THE BLOG

Just How Outdoorsy Is London?

29/10/2014 15:19 GMT | Updated 28/12/2014 10:59 GMT

It's 8pm on a Thursday night and on the ninth floor of 207 Old Street, the Jaeger bombs have just started to drop. This 'Street to Peak' fixture is one of kind, held in the clouds at one of London's newest tech spaces to exhibit several successful outdoors startups. Among the 100-strong gathering of sales reps, coders, marketeers and investors is a spirit of possibility, a general agreement that the capital is a world-class place to be building businesses in skiing, snowboarding, cycling and running - to be selling an outdoors lifestyle.

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In many ways this is no surprise. When it comes to snowsports, London's appetite is already proven, acting as a cornerstone for winter brands and ski resorts from the Alps to the Rockies. This week The Telegraph Ski & Snowboard Show will be hosting over 30 resorts at Earl's Court, including renowned giants like Whistler Blackcomb and lesser-known resorts in New Hampshire.

London-based operators are even doing well at exporting a refined version of alpine culture through event-based trips to the mountains. Emerging from the wildly successful Yacht Week concept, The Ski Week caught on earlier this year among a younger, premium audience who gathered in Obertauern, Austria for six days in the snow. With an exceptional focus on après ski, networking and grand dinners, The Ski Week is now making these components available during the season in North America through events at Aspen-Snowmass, Colorado and Powder Mountain, Utah.

Out of the mountains and onto the roads and London's cycling scene is even more bustling. Take a look at any junction during rush hour and you'll notice a small peloton gather at the traffic light, often halted by a group of runners. Fuelled and serviced by bike cafes like Look Mum No Hands and Soho Bikes, London's cyclists will make over 815,000 journeys between 1km and 8km on a typical weekday*. Even when there's no reason to cycle from home to the office, cycle-specific gyms like Psycle open up to make the sport more accessible.

Meanwhile after-hours events like the session on Old Street are accompanied by events at galleries and libraries. Kings Place are putting on an evening of talks at the beginning of November dedicated to cycling and photography called Motion Blur, two weeks before the British Library opens its 'Lines in the Ice' exhibition to showcase the history of exploring the Arctic via the Northwest passage. Bear in mind the abundance of films passing by the capital this winter and you'll have no difficulty filling your evenings.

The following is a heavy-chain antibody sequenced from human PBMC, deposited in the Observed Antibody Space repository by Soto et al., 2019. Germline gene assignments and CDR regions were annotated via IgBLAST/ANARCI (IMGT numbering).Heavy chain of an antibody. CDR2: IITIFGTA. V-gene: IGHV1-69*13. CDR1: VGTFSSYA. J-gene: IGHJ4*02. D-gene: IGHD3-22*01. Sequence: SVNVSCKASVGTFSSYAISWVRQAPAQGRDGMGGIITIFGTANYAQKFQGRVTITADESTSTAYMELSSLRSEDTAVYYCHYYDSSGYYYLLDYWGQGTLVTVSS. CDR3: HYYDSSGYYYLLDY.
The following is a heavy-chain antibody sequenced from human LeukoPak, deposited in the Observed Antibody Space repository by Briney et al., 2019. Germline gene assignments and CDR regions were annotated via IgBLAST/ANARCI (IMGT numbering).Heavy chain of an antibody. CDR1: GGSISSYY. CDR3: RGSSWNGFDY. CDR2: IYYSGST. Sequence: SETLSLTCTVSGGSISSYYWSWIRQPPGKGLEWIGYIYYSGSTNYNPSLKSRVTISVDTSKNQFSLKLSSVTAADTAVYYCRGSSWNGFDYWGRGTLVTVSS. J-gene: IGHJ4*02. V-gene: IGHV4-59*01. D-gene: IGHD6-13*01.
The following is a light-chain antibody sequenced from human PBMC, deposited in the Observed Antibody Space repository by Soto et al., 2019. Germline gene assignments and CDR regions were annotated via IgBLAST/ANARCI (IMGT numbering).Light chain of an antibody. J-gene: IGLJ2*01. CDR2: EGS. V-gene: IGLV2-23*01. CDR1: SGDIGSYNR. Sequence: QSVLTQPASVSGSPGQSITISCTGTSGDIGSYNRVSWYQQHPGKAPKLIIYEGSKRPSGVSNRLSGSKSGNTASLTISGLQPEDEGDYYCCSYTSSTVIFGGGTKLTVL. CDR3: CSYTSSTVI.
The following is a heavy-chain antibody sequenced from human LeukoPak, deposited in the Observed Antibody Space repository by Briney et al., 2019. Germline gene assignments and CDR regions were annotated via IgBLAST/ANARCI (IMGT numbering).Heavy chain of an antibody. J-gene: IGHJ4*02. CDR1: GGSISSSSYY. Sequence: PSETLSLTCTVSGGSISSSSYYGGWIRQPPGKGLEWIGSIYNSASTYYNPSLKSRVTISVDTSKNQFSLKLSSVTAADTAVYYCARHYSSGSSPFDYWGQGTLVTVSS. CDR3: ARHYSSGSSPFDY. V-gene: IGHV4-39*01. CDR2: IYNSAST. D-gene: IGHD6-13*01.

London's retail stores are cashing in on the growing interest in outdoors activities. At Mercer Street-Chamonix near Covent Garden you'll come across brands from Vancouver to California, all thanks to one of the UK's major sports retailers. Then of course Kensington High Street's front remains strong and the cycling shops that occupy Spitalfields continue to turn good business.

Perhaps this all makes sense, that London should be a focal point for sports that grew up in the mountains, or on saddles in Italy. In road cycling, Team Sky repeatedly performs at the top of the sport while Britain did unusually well in the Winter Olympics and of course the Brownlee brothers continue to outrun the best in triathlon. Britain is a small island - small enough that people like Sean Conway choose to swim the length of it - but its capital certainly punches.

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Though the uptake in outdoors sports is still relatively low in number, recent growth in running and cycling presents a challenge and an opportunity for policy makers. A sharp increase in road fatalities over the past three years is a telling statistic (14 in London during 2013). Also revealing is the failure of either party to compromise, with cyclists, runners and motorists each battling over their own strip of tarmac.

In September, Boris Johnson announced his £900 million cycle highway plan, including an 18-mile stretch from Barking to Acton. The so-called 'Crossrail for bikes' will be complemented by a 3-mile route from Elephant & Castle to King's Cross, and improved intersections at Tower Hill, Blackfriars and Parliament Square. Top on the agenda for this series of Cycle Superhighway is a focus on segregated lanes with a barrier to separate motorists and cyclists.

The Major's contribution to the wellness infrastructure of London is significant, most notably through the Barclays Cycle Hire Scheme. As that project's key sponsor moves off, and a new mayor lines up for election in 2016, the capital has a small window to ensure that momentum continues to grow on two wheels instead of four.

*See page 23 of Transport for London's Cycling Revolution London.